• Additionally or alternately, method 1700 may repeat blocks 1702 and 1704 to display stereoscopic imagery to another viewer. For instance, another light source can be selected based on another distance to the other viewer. The other light source may have an associated back focal length that is different than a currently selected light source and corresponds with a different front focal distance of the lens structure. In such cases, this different front focal distance of the lens structure may be approximately the distance to the other viewer.
  • Light generated by the other light source is then and modulated to display stereoscopic imagery to the other viewer. Concluding the present example, controller 122 selects another light source (e.g., light source 604) effective to display stereoscopic imagery to viewer 1404 at focal plane 1406. Within their respective focal planes, viewers 1402 and 1404 are able to concurrently view 3D content displayed by television device 108.
  • The preceding discussion describes methods in which the techniques may enable the display of variable-depth stereoscopic imagery. These methods are shown as sets of blocks that specify operations performed but are not necessarily limited to the order shown for performing the operations by the respective blocks.
  • Aspects of these methods may be implemented in hardware (e.g., fixed logic circuitry), firmware, a System-on-Chip (SoC), software, manual processing, or any combination thereof. A software implementation represents program code that performs specified tasks when executed by a computer processor, such as software, applications, routines, programs, objects, components, data structures, procedures, modules, functions, and the like. The program code can be stored in one or more computer-readable memory devices, both local and/or remote to a computer processor. The methods may also be practiced in a distributed computing environment by multiple computing devices.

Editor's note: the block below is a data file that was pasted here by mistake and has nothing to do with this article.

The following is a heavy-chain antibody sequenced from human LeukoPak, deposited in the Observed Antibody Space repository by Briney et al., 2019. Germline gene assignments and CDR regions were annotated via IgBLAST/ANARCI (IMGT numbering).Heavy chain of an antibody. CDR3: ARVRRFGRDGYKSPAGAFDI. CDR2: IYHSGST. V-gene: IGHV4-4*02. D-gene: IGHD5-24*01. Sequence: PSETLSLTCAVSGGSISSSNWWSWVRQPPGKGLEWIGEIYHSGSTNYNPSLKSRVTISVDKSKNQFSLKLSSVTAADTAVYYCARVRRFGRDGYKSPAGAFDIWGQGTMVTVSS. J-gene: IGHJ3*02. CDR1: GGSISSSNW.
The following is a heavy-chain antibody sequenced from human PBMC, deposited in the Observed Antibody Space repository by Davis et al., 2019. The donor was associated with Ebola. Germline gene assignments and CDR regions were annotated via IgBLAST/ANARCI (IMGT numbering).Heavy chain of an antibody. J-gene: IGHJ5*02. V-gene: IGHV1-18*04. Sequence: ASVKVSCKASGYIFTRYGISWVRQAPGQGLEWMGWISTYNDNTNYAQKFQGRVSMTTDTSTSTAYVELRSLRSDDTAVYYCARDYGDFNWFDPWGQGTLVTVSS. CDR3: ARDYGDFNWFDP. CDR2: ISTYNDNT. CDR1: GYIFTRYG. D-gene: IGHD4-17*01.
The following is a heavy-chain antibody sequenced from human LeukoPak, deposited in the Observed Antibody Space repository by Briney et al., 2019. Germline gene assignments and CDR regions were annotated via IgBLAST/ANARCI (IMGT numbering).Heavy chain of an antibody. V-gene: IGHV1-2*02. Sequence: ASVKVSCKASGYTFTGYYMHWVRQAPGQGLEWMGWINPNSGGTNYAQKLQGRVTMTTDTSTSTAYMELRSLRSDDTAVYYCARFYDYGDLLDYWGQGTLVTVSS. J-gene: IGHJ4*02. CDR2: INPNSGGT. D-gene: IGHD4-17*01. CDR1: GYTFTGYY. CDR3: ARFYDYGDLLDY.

• Example Device
  • FIG. 18 illustrates various components of example device 1800 that can be implemented as any type of client, server, and/or display device as described with reference to the previous FIGS. 1-14 to implement techniques enabling a variable-depth stereoscopic display. In embodiments, device 1800 can be implemented as one or a combination of a wired and/or wireless device, as a form of flat panel display, television, television client device (e.g., television set-top box, digital video recorder (DVR), etc.), consumer device, computer device, server device, portable computer device, user device, communication device, video processing and/or rendering device, appliance device, gaming device, electronic device, and/or as another type of device. Device 1800 may also be associated with a viewer (e.g., a person or user) and/or an entity that operates the device such that a device describes logical devices that include users, software, firmware, and/or a combination of devices.
  • Device 1800 includes communication devices 1802 that enable wired and/or wireless communication of device data 1804 (e.g., received data, data that is being received, data scheduled for broadcast, data packets of the data, etc.). The device data 1804 or other device content can include configuration settings of the device, media content stored on the device, and/or information associated with a user of the device. Media content stored on device 1800 can include any type of audio, video, and/or image data. Device 1800 includes one or more data inputs 1806 via which any type of data, media content, and/or inputs can be received, such as user-selectable inputs, messages, music, television media content, recorded video content, and any other type of audio, video, and/or image data received from any content and/or data source.
  • Device 1800 also includes communication interfaces 1808, which can be implemented as any one or more of a serial and/or parallel interface, a wireless interface, any type of network interface, a modem, and as any other type of communication interface. The communication interfaces 1808 provide a connection and/or communication links between device 1800 and a communication network by which other electronic, computing, and communication devices communicate data with device 1800.
  • Device 1800 includes one or more processors 1810 (e.g., any of microprocessors, controllers, and the like), which process various computer-executable instructions to control the operation of device 1800 and to enable techniques for implementing a variable-depth stereoscopic display. Alternatively or in addition, device 1800 can be implemented with any one or combination of hardware, firmware, or fixed logic circuitry that is implemented in connection with processing and control circuits which are generally identified at 1812. Although not shown, device 1800 can include a system bus or data transfer system that couples the various components within the device. A system bus can include any one or combination of different bus structures, such as a memory bus or memory controller, a peripheral bus, a universal serial bus, and/or a processor or local bus that utilizes any of a variety of bus architectures.